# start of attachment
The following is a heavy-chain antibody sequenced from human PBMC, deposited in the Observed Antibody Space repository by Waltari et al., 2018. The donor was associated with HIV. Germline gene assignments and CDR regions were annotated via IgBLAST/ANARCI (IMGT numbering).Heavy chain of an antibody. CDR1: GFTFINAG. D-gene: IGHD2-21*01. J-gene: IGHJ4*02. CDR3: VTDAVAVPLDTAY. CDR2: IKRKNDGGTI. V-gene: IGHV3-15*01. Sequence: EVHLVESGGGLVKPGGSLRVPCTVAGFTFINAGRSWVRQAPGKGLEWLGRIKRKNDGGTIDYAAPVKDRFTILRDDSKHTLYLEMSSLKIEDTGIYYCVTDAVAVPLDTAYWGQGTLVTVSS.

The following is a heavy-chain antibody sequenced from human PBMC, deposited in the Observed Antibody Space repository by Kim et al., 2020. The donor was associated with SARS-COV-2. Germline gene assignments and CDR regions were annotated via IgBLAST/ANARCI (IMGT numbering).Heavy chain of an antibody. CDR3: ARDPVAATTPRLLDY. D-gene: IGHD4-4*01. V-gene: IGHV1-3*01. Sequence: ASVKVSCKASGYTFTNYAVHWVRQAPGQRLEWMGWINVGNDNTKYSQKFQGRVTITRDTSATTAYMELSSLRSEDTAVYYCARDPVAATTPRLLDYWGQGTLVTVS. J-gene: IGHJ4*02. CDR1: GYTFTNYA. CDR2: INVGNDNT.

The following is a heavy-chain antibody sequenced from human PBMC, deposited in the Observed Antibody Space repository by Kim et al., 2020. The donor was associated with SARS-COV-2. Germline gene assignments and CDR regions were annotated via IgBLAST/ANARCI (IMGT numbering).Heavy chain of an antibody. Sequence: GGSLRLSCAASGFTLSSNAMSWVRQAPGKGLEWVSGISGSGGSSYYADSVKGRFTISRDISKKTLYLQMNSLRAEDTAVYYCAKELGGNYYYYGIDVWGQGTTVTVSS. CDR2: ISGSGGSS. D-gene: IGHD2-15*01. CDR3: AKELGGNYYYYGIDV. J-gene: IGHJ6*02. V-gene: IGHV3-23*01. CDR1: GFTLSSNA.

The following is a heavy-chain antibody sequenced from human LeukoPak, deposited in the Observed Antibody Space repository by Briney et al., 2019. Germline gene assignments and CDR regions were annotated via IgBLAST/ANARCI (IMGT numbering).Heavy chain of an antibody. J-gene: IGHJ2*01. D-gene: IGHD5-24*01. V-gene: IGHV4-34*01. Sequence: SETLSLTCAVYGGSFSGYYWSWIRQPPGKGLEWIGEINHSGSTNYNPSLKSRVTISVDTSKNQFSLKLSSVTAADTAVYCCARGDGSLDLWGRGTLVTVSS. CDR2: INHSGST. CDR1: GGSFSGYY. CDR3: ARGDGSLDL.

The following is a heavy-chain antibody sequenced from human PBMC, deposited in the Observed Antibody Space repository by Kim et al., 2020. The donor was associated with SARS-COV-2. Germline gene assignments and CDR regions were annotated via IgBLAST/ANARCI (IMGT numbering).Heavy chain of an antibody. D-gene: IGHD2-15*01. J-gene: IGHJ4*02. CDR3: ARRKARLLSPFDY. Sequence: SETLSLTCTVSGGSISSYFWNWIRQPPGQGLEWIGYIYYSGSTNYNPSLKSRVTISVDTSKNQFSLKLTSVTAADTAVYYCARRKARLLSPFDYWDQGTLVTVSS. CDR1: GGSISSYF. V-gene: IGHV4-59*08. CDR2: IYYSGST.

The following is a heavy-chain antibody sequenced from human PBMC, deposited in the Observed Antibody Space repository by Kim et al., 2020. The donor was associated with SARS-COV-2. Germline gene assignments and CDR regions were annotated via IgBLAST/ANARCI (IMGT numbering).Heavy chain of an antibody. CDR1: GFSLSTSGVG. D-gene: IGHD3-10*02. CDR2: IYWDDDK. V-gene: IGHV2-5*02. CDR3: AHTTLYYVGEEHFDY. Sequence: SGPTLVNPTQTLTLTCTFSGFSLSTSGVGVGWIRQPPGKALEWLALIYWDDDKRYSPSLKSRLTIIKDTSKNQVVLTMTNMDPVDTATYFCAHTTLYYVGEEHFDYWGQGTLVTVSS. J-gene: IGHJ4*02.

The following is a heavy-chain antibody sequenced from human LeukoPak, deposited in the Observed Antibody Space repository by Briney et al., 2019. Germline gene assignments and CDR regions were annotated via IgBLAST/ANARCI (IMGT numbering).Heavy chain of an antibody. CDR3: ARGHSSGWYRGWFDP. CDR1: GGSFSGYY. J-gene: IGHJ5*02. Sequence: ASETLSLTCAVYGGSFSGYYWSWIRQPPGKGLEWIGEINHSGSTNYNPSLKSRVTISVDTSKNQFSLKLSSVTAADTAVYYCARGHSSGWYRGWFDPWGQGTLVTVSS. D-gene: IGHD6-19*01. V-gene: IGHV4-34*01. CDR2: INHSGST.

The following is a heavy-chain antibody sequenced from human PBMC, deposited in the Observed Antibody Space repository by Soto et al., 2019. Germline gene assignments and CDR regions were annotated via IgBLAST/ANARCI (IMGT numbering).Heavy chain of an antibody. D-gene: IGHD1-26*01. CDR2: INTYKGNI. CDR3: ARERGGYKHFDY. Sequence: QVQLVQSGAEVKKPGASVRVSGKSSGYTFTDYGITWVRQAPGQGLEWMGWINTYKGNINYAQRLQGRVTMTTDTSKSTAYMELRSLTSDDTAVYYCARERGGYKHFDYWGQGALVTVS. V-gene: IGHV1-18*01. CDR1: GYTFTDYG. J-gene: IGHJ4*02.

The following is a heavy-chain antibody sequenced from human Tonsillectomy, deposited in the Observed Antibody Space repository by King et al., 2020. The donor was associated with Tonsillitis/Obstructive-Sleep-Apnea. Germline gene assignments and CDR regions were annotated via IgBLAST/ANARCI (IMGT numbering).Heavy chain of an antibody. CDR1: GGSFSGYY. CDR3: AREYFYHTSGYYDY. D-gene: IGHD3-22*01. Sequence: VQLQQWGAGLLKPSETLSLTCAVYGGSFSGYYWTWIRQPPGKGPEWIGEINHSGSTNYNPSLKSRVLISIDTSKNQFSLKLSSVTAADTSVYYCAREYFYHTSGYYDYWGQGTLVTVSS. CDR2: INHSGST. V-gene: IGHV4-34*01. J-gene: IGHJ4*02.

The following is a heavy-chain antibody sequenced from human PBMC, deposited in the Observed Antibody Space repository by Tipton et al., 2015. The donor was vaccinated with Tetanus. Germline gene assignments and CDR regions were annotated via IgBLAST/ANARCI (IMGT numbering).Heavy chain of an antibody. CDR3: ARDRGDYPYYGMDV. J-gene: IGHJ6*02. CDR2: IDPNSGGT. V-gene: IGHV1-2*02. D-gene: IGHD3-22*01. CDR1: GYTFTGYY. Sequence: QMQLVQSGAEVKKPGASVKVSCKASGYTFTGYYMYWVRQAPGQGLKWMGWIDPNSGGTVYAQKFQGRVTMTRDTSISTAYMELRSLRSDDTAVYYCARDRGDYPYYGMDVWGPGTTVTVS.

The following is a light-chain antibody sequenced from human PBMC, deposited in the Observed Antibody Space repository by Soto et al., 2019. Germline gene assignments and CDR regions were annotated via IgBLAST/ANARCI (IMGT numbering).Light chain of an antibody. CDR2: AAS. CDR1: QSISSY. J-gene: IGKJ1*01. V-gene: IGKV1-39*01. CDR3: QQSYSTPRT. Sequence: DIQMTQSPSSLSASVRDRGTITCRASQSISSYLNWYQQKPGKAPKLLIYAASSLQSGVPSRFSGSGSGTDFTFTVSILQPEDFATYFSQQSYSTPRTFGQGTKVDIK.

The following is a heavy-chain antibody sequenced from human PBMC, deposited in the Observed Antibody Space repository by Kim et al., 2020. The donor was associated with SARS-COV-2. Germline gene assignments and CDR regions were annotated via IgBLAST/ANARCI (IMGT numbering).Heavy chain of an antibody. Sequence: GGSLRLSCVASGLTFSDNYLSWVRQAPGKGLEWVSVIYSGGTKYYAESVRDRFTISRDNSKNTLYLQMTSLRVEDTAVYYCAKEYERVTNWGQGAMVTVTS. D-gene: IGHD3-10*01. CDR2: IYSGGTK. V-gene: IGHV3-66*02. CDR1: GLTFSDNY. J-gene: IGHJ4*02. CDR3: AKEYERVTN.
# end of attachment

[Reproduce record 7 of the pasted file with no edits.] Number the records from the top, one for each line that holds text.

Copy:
The following is a heavy-chain antibody sequenced from human LeukoPak, deposited in the Observed Antibody Space repository by Briney et al., 2019. Germline gene assignments and CDR regions were annotated via IgBLAST/ANARCI (IMGT numbering).Heavy chain of an antibody. CDR3: ARGHSSGWYRGWFDP. CDR1: GGSFSGYY. J-gene: IGHJ5*02. Sequence: ASETLSLTCAVYGGSFSGYYWSWIRQPPGKGLEWIGEINHSGSTNYNPSLKSRVTISVDTSKNQFSLKLSSVTAADTAVYYCARGHSSGWYRGWFDPWGQGTLVTVSS. D-gene: IGHD6-19*01. V-gene: IGHV4-34*01. CDR2: INHSGST.